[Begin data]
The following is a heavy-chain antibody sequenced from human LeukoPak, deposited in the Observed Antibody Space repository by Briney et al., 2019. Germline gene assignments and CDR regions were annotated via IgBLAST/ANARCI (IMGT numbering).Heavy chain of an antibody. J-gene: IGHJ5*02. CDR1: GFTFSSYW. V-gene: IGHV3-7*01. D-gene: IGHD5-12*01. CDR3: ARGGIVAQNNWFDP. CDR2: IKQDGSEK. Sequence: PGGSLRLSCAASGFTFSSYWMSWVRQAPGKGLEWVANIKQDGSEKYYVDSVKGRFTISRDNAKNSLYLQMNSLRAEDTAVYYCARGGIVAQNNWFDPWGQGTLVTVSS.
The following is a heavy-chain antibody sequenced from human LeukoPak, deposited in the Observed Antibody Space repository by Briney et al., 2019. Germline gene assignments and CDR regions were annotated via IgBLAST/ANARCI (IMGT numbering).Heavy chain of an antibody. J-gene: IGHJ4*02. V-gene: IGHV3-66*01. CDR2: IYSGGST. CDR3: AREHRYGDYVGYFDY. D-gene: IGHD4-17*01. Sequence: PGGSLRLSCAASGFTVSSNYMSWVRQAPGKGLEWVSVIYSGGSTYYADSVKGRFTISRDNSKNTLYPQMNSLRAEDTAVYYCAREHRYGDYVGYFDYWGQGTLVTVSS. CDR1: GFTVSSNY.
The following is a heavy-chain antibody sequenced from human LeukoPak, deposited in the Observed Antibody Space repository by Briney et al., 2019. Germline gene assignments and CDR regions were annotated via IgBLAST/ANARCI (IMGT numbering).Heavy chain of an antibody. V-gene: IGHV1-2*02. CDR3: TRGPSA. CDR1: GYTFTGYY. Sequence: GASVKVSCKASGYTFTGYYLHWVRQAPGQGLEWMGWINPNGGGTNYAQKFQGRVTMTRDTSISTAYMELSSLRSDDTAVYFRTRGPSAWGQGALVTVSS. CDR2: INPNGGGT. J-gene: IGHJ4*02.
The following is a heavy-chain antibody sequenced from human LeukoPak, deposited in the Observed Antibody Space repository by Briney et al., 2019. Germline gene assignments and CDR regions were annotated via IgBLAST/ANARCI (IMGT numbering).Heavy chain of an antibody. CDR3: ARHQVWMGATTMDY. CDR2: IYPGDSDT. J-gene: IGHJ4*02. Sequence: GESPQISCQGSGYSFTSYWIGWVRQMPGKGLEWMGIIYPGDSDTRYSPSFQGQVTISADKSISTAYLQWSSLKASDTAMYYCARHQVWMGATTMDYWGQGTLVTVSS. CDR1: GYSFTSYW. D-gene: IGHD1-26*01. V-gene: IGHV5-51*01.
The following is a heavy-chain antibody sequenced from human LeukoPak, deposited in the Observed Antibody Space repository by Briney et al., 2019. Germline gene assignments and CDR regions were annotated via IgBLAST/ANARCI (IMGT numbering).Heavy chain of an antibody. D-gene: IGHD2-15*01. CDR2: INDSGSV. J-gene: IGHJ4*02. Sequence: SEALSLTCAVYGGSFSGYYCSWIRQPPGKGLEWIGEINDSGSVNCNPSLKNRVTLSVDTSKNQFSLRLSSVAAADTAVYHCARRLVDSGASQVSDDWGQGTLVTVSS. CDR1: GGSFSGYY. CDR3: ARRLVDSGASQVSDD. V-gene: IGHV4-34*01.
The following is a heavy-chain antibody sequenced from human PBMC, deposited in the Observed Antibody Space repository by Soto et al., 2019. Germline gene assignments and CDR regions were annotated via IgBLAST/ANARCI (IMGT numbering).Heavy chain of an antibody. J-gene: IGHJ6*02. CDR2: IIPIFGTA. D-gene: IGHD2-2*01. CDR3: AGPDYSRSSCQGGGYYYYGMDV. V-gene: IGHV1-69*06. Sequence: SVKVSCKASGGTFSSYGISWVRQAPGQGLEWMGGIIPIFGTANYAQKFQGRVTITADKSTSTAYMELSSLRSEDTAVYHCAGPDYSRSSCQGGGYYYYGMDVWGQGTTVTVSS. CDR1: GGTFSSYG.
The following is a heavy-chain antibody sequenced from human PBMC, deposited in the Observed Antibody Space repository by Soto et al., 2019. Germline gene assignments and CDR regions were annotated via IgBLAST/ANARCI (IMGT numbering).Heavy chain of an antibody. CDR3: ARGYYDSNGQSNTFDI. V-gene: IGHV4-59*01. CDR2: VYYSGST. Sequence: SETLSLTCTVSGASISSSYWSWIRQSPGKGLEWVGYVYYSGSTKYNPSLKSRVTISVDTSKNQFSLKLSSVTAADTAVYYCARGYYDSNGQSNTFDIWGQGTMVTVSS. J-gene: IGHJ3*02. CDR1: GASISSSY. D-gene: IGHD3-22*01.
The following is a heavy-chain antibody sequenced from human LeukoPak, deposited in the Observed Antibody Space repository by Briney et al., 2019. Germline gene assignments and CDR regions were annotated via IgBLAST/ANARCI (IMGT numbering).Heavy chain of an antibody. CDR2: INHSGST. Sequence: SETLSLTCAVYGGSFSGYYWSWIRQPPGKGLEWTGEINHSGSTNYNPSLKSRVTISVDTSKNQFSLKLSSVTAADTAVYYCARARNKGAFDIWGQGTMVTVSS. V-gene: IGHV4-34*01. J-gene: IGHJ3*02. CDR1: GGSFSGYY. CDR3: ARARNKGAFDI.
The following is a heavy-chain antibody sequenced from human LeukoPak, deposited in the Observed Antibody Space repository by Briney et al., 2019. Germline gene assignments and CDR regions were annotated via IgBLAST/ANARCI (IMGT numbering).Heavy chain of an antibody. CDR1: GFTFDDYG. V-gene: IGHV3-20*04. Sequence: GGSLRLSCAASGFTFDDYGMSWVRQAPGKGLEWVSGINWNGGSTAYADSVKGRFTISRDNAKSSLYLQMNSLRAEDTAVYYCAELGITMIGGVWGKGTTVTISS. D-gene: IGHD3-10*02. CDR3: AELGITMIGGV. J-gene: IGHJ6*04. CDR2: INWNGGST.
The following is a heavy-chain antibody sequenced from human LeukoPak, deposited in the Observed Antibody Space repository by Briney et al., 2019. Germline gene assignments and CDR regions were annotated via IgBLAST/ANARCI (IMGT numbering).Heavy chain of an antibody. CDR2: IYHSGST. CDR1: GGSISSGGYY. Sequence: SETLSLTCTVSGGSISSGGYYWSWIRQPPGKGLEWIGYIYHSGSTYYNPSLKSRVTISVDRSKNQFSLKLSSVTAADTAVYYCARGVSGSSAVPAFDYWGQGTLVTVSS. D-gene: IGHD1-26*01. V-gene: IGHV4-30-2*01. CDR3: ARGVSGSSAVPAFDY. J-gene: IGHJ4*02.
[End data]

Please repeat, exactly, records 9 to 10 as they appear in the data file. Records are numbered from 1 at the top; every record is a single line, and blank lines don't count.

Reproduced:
The following is a heavy-chain antibody sequenced from human LeukoPak, deposited in the Observed Antibody Space repository by Briney et al., 2019. Germline gene assignments and CDR regions were annotated via IgBLAST/ANARCI (IMGT numbering).Heavy chain of an antibody. CDR1: GFTFDDYG. V-gene: IGHV3-20*04. Sequence: GGSLRLSCAASGFTFDDYGMSWVRQAPGKGLEWVSGINWNGGSTAYADSVKGRFTISRDNAKSSLYLQMNSLRAEDTAVYYCAELGITMIGGVWGKGTTVTISS. D-gene: IGHD3-10*02. CDR3: AELGITMIGGV. J-gene: IGHJ6*04. CDR2: INWNGGST.
The following is a heavy-chain antibody sequenced from human LeukoPak, deposited in the Observed Antibody Space repository by Briney et al., 2019. Germline gene assignments and CDR regions were annotated via IgBLAST/ANARCI (IMGT numbering).Heavy chain of an antibody. CDR2: IYHSGST. CDR1: GGSISSGGYY. Sequence: SETLSLTCTVSGGSISSGGYYWSWIRQPPGKGLEWIGYIYHSGSTYYNPSLKSRVTISVDRSKNQFSLKLSSVTAADTAVYYCARGVSGSSAVPAFDYWGQGTLVTVSS. D-gene: IGHD1-26*01. V-gene: IGHV4-30-2*01. CDR3: ARGVSGSSAVPAFDY. J-gene: IGHJ4*02.